When I browsed NCBI I saw a pattern: even if the chromosome sizes, number of genes, and number of proteins are different, GC% in chromosomes tend to be similar. The examples are linked below. Yeast, ...
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1answer
2k views

How does plant grafting work?

Plant grafting is a process whereby a piece of one plant is inserted into another and results in a change of the original plant. For example, grafting a piece of a lemon tree into a bitter orange tree ...
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Why doesn't recombination occur in male Drosophila?

"Males do not show meiotic recombination, facilitating genetic studies." For a while I have known that this phenomenon occurs, this quote comes from the Wikipedia page on Drosophila melanogaster, ...
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3answers
79 views

When can I assume individuals marrying into a pedigree are non-carriers?

If I'm not told that they're non carriers, and if I don't have proof of their geneotype based off of progeny, when can I assume they're non carriers for a trait?
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1answer
119 views

How do circulating androgens contribute to higher rates of hirsuteness in some women?

I was reading up on ethnic groups in which the women are naturally more hirsute (such as South Asian women) in the context of evolving standards of beauty. I came across this statement on a forum: ...
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2answers
69 views

How common is bacterial mediated transformation? In plants? In animal cells?

The most common method to transform plants is by soaking plant tissue in cultures of agrobacteria (this is not their current classification) which transfer DNA into the plants. Is lateral gene ...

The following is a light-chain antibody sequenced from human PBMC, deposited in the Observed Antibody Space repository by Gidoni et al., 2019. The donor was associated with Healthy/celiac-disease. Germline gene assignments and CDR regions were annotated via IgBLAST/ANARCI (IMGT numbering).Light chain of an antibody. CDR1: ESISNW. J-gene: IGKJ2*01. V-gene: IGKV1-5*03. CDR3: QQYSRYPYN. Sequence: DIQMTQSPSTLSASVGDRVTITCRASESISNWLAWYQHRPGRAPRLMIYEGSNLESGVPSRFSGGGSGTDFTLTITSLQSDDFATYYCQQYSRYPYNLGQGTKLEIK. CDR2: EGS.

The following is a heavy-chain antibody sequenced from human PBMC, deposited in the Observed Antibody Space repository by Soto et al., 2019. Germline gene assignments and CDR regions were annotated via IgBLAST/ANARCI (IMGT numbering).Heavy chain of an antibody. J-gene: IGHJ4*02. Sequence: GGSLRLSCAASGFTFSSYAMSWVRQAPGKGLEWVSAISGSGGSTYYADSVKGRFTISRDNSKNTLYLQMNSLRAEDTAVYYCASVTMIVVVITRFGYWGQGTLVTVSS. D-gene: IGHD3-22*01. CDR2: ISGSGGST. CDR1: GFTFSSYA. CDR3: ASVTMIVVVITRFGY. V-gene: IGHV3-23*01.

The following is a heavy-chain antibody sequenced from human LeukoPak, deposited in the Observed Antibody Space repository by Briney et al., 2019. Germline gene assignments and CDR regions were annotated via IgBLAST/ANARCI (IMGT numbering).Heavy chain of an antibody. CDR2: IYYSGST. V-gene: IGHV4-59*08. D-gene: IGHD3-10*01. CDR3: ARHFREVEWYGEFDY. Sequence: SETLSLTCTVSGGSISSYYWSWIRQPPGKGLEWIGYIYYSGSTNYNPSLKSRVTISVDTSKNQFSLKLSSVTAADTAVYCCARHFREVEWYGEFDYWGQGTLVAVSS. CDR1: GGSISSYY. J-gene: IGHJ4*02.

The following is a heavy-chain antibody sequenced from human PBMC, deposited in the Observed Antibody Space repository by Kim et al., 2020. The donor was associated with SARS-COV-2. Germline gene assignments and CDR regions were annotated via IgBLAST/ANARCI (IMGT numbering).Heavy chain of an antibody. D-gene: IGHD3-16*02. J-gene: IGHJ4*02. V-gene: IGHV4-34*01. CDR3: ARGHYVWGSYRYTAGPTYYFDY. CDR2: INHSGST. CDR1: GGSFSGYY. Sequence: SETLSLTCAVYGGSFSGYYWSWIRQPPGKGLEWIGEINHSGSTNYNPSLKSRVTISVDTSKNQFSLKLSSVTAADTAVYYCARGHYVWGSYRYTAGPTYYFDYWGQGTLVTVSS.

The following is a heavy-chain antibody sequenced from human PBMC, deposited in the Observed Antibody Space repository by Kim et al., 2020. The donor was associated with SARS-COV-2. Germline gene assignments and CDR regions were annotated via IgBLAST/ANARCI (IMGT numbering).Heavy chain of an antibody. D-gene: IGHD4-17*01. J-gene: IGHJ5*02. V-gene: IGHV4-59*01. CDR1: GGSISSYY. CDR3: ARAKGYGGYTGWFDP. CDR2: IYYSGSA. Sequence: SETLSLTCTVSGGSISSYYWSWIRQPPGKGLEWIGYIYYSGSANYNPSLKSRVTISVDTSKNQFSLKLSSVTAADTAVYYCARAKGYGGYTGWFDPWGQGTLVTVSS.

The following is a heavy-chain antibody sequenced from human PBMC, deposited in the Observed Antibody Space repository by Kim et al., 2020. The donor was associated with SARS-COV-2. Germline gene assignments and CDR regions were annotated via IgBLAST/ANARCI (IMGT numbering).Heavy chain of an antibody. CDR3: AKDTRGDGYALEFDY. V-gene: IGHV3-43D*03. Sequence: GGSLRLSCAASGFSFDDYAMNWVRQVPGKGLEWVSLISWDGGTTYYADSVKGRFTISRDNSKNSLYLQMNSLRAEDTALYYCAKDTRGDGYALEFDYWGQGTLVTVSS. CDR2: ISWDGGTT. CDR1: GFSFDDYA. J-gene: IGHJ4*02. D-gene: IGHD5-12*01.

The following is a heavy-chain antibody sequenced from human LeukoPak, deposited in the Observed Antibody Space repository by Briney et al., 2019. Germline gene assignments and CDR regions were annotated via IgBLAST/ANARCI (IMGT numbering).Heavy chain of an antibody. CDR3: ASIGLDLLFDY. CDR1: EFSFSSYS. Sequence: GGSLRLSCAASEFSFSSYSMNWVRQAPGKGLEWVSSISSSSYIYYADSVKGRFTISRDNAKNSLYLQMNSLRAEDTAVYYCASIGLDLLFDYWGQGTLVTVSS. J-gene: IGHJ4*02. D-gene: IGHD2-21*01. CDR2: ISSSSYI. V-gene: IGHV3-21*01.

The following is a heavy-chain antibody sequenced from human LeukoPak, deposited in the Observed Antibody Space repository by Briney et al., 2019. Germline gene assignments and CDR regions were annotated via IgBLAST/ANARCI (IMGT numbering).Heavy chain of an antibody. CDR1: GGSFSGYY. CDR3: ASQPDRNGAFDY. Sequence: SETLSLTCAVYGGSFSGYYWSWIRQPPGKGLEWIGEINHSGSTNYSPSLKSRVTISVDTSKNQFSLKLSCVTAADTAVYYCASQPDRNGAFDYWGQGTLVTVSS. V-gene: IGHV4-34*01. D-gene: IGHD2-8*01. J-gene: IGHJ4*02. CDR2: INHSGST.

2
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1answer
44 views

What is the point of being selection-free?

I'm reading "Highly efficient endogenous human gene correction using designed zinc finger nucleases" by Urnov et al. They propose a way to use zinc finger proteins for gene therapy. They repeatedly ...
3
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1answer
54 views

What accounts for size variation in breeds of dogs?

My assumption is that dogs vary so much in size because of artificial selection pressures coming from human breeders, but are there genetic loci that roughly determine approximate size? Do other ...
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2answers
141 views

How can a three-base codon evolve from a two-base codon?

Inspired by this question among others. It's widely suggested that the current 3-base codon system of encoding protein sequences in DNA evolved from an earlier 2-base codon system. This makes sense ...
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3answers
644 views

Mathematical Modelling of Natural Selection

I'm a math undergrad looking for some papers on modelling the process of natural selection. The only paper I've been able to find is by the pre-eminent mathematician Herbert Wilf from 2010, There's ...
6
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1answer
153 views

Are all chromosomes equally susceptible to mutation?

The humans have been around for a few million years, other organisms longer yet. Changes that occur in the genome and propagate (may) eventually throw a new species ... or atleast branch off the old ...
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0answers
79 views

Papers linking telomeres and aging [closed]

I'm currently writing a piece of work about telomeres and aging, and wondered if you could share some good papers you've either read or know of.
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3answers
264 views

What is the inbreeding coefficient for the female offspring of a sib-mating in a haplodiploid system?

The inbreeding coefficient of a sibling mating for a diploid organism is 0.25 (each allele has a 25% of being identical by descent in the offspring). In haplodiploid organisms, males result from ...